History of the Gardens

Organization History

Nestled between The Paseo and Troost Avenue, the Historic Manheim Park neighborhood spans from 39th Street to Emanuel Cleaver II Boulevard at its northern and southern edges, respectively. Throughout the 1990s and 2000s, the 13 vacant lots on the 4200 block of Forest Avenue, presently Manheim Gardens, were used by neighbors as a community garden. 

In 2016, amid concern over real estate speculation, community gardeners and members of the Historic Manheim Park Association (HMPA) formed the 501c3 Manheim Park Garden Conservancy (dba Manheim Gardens) in order to protect these greenspaces. Manheim Gardens raised $12,000 to purchase the land from Neighborhood Housing Services (NHS) before for-profit builders could out-bid neighborhood interests.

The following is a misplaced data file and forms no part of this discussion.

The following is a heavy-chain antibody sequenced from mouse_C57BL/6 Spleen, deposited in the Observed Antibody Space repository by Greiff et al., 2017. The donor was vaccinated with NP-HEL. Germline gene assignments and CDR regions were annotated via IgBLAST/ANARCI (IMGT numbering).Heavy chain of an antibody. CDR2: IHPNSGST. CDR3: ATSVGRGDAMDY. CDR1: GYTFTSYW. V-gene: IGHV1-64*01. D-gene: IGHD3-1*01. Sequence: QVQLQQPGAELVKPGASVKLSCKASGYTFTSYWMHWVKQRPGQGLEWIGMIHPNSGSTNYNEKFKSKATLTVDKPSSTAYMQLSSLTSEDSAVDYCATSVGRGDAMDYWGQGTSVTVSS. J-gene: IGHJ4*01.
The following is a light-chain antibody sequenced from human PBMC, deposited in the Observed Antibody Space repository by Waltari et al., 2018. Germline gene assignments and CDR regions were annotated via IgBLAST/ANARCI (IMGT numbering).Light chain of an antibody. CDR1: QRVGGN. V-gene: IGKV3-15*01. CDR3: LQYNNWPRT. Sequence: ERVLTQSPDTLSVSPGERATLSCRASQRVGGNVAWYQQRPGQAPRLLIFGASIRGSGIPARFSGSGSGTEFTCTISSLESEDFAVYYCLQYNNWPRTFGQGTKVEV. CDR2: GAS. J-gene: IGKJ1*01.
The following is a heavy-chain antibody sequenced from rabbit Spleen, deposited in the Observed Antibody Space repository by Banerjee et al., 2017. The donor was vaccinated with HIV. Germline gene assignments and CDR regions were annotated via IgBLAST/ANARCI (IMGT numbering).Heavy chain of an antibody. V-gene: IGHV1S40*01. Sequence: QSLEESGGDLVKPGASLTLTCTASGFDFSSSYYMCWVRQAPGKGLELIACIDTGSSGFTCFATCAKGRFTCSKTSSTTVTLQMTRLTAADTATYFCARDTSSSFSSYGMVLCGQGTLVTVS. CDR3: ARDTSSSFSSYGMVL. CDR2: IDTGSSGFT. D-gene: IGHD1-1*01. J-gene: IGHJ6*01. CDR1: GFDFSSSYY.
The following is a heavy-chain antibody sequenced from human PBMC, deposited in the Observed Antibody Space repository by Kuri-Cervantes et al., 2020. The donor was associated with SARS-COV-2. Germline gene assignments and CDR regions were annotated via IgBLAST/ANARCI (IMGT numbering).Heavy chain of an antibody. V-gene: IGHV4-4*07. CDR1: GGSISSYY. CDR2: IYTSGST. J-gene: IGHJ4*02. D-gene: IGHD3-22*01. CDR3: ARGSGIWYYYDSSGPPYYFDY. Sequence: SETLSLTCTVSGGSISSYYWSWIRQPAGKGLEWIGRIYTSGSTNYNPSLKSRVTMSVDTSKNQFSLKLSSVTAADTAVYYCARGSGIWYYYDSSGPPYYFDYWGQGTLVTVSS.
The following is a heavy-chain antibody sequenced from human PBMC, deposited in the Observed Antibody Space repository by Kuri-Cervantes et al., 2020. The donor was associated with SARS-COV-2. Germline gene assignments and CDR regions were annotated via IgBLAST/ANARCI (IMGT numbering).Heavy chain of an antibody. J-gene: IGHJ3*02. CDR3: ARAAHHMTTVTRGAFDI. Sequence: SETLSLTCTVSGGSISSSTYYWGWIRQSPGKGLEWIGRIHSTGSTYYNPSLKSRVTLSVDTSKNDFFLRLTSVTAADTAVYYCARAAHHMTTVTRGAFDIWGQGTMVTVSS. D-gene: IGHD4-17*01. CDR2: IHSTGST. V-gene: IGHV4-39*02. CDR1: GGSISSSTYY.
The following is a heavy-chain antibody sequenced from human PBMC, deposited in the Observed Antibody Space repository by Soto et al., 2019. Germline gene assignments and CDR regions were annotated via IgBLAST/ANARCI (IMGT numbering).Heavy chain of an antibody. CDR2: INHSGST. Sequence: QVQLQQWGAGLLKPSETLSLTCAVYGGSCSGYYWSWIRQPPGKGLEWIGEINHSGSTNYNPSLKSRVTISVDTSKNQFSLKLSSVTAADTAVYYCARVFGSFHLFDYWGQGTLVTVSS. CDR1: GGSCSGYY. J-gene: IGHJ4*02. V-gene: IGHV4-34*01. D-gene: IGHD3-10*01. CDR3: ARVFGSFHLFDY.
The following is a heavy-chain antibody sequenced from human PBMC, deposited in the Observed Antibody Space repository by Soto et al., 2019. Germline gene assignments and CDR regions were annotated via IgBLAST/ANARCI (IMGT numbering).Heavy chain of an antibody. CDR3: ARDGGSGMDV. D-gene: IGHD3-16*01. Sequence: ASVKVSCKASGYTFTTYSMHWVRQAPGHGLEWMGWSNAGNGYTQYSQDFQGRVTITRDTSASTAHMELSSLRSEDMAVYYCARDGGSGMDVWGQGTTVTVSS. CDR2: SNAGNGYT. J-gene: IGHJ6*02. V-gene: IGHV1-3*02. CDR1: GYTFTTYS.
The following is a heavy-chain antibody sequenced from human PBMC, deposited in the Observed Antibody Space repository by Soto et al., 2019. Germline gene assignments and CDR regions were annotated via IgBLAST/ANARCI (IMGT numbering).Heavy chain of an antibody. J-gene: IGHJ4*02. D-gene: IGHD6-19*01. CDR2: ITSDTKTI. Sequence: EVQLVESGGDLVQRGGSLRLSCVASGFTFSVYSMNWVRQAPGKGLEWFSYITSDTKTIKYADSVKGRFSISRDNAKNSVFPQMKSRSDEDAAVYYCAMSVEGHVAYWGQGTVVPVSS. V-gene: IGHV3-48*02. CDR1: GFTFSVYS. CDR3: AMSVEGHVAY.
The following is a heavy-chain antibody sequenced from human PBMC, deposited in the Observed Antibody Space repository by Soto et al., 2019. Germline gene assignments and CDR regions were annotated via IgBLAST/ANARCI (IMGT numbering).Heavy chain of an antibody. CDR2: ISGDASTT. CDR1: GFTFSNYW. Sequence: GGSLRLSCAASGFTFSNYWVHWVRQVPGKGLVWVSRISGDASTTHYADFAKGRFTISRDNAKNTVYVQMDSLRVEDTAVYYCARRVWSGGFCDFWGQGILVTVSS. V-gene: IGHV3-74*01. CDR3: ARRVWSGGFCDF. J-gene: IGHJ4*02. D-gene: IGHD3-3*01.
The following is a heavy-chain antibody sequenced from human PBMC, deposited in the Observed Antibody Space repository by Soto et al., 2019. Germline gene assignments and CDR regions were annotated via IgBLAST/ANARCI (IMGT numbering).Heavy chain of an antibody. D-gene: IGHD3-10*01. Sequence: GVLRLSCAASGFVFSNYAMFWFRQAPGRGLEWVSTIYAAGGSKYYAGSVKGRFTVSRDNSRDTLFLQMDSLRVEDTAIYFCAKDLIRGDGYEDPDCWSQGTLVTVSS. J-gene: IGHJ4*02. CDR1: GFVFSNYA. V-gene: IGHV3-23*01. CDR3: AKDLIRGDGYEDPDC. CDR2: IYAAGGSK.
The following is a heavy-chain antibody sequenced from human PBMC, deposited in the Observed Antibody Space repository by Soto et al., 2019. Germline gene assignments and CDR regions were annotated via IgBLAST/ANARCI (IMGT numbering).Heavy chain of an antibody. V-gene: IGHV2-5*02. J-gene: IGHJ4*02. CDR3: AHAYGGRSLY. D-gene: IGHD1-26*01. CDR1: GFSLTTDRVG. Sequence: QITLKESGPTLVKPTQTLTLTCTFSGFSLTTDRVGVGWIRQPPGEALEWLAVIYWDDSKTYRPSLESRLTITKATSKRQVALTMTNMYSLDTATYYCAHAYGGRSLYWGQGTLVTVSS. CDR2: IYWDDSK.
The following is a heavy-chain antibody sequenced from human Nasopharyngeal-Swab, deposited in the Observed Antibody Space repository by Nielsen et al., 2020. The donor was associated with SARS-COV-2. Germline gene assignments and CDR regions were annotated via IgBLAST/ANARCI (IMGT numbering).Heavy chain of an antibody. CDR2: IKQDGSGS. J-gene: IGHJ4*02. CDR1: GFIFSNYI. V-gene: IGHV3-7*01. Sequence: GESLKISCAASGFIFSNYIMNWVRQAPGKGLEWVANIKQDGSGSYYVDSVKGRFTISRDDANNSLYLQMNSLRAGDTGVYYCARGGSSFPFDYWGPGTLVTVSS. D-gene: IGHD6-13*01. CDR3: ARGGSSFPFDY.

In 2019, renewed concern about unsustainable development prompted Manheim Park resident Scott Johnson to form the Manheim Community Land Trust (MCLT). Johnson and other neighbors established a land trust model, which allows residents to maintain affordable housing. 

In 2021, Manheim Gardens  entered into a partnership with MCLT to purchase a dilapidated house adjacent to the north edge of the community gardens in order to create a multi-purpose space to support garden operations, community gatherings, educational classes, and more.

Learn more about the Garden House

Land AcknowledgementManheim Gardens stands on the homelands of Native American peoples. In recent years, these nations have included the Missouria, Oto, Kansa, Osage, Shawnee, and Delaware. We pay respects to all Indigenous peoples — past, present, and future — for their continuing presence in the homeland and throughout the Native American diaspora.

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